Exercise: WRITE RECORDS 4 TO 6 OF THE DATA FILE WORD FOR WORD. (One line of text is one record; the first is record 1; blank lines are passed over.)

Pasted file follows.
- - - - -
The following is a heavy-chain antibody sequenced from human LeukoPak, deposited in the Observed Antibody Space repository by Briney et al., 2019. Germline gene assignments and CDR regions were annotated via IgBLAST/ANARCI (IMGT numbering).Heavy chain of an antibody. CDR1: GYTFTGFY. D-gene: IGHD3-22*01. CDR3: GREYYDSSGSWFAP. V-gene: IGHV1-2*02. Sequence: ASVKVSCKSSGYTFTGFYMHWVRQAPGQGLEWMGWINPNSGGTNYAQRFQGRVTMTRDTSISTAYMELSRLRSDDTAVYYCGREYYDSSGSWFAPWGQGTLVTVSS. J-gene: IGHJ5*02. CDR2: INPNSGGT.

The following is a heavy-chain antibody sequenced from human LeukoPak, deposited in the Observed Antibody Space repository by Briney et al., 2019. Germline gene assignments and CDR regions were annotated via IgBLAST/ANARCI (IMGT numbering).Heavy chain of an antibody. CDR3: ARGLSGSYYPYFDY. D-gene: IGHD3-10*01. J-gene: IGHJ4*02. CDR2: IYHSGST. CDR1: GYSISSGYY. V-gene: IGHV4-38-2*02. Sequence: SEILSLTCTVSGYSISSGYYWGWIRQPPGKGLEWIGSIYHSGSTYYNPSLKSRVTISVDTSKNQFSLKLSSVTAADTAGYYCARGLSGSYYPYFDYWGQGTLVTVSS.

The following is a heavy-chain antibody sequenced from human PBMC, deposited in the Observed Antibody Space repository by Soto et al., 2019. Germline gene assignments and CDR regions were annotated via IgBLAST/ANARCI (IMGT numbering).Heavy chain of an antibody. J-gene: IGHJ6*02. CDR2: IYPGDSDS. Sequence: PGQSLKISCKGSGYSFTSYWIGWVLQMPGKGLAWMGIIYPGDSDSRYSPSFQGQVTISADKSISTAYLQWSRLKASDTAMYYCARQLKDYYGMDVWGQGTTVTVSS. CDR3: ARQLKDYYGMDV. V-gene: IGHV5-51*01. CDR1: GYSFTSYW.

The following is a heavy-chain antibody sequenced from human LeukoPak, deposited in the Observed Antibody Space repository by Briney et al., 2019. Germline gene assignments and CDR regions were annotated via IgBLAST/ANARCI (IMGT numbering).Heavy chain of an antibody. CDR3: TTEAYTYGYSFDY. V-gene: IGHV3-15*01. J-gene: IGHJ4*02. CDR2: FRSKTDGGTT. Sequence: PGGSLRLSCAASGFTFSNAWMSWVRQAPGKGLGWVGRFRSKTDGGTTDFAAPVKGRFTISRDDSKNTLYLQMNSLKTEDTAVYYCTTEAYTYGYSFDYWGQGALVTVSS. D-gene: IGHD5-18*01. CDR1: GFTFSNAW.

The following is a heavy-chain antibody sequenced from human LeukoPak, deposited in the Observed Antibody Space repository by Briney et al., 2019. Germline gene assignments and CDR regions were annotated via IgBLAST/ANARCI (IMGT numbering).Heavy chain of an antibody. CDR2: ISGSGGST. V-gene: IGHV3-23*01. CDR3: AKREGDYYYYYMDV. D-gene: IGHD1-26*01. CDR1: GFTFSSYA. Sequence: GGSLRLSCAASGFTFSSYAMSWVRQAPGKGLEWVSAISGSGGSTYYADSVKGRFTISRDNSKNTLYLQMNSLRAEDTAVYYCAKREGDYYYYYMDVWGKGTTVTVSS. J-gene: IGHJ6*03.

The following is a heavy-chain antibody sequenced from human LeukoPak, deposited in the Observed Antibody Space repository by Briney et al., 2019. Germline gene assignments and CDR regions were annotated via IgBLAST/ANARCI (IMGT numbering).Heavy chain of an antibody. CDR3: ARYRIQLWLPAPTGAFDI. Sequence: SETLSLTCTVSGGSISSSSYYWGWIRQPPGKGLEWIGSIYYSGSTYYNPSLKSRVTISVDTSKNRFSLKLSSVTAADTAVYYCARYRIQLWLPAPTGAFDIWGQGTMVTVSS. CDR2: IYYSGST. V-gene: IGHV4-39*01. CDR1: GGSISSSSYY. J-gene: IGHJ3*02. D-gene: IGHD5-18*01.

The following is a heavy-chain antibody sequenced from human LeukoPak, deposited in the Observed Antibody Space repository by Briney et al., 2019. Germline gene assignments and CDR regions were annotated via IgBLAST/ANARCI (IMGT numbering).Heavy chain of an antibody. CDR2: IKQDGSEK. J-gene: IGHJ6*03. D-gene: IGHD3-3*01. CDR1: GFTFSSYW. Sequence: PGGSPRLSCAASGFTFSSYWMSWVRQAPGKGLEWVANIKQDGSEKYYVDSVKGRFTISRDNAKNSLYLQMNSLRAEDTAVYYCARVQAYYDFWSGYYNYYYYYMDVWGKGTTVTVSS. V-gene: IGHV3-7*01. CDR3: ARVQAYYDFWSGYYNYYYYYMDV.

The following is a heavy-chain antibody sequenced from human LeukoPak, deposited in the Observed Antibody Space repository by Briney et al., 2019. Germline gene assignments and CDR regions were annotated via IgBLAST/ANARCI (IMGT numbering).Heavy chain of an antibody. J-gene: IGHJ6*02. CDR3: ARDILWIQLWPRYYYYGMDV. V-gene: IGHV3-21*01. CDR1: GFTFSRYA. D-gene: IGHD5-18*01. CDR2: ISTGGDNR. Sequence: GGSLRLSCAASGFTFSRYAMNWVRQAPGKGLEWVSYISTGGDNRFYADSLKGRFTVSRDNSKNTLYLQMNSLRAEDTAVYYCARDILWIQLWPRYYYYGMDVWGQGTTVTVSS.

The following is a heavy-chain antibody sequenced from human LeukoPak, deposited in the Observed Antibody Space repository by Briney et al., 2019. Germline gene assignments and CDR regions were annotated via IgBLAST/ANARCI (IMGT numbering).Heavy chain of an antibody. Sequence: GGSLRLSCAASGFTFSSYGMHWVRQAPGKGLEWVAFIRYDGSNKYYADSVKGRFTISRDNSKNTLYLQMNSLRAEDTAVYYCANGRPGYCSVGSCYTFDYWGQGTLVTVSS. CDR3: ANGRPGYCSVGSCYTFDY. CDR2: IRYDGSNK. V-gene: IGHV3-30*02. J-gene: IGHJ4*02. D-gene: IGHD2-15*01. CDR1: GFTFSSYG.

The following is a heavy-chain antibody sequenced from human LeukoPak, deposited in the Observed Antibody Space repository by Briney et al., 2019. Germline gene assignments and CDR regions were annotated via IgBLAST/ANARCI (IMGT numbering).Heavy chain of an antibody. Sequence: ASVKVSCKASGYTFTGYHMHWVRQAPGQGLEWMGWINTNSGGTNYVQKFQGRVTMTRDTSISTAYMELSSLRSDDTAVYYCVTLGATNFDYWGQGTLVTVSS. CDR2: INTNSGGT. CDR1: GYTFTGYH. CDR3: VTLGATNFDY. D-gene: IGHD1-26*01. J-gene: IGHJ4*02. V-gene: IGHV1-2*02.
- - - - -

The following is a heavy-chain antibody sequenced from human LeukoPak, deposited in the Observed Antibody Space repository by Briney et al., 2019. Germline gene assignments and CDR regions were annotated via IgBLAST/ANARCI (IMGT numbering).Heavy chain of an antibody. CDR3: TTEAYTYGYSFDY. V-gene: IGHV3-15*01. J-gene: IGHJ4*02. CDR2: FRSKTDGGTT. Sequence: PGGSLRLSCAASGFTFSNAWMSWVRQAPGKGLGWVGRFRSKTDGGTTDFAAPVKGRFTISRDDSKNTLYLQMNSLKTEDTAVYYCTTEAYTYGYSFDYWGQGALVTVSS. D-gene: IGHD5-18*01. CDR1: GFTFSNAW.

The following is a heavy-chain antibody sequenced from human LeukoPak, deposited in the Observed Antibody Space repository by Briney et al., 2019. Germline gene assignments and CDR regions were annotated via IgBLAST/ANARCI (IMGT numbering).Heavy chain of an antibody. CDR2: ISGSGGST. V-gene: IGHV3-23*01. CDR3: AKREGDYYYYYMDV. D-gene: IGHD1-26*01. CDR1: GFTFSSYA. Sequence: GGSLRLSCAASGFTFSSYAMSWVRQAPGKGLEWVSAISGSGGSTYYADSVKGRFTISRDNSKNTLYLQMNSLRAEDTAVYYCAKREGDYYYYYMDVWGKGTTVTVSS. J-gene: IGHJ6*03.

The following is a heavy-chain antibody sequenced from human LeukoPak, deposited in the Observed Antibody Space repository by Briney et al., 2019. Germline gene assignments and CDR regions were annotated via IgBLAST/ANARCI (IMGT numbering).Heavy chain of an antibody. CDR3: ARYRIQLWLPAPTGAFDI. Sequence: SETLSLTCTVSGGSISSSSYYWGWIRQPPGKGLEWIGSIYYSGSTYYNPSLKSRVTISVDTSKNRFSLKLSSVTAADTAVYYCARYRIQLWLPAPTGAFDIWGQGTMVTVSS. CDR2: IYYSGST. V-gene: IGHV4-39*01. CDR1: GGSISSSSYY. J-gene: IGHJ3*02. D-gene: IGHD5-18*01.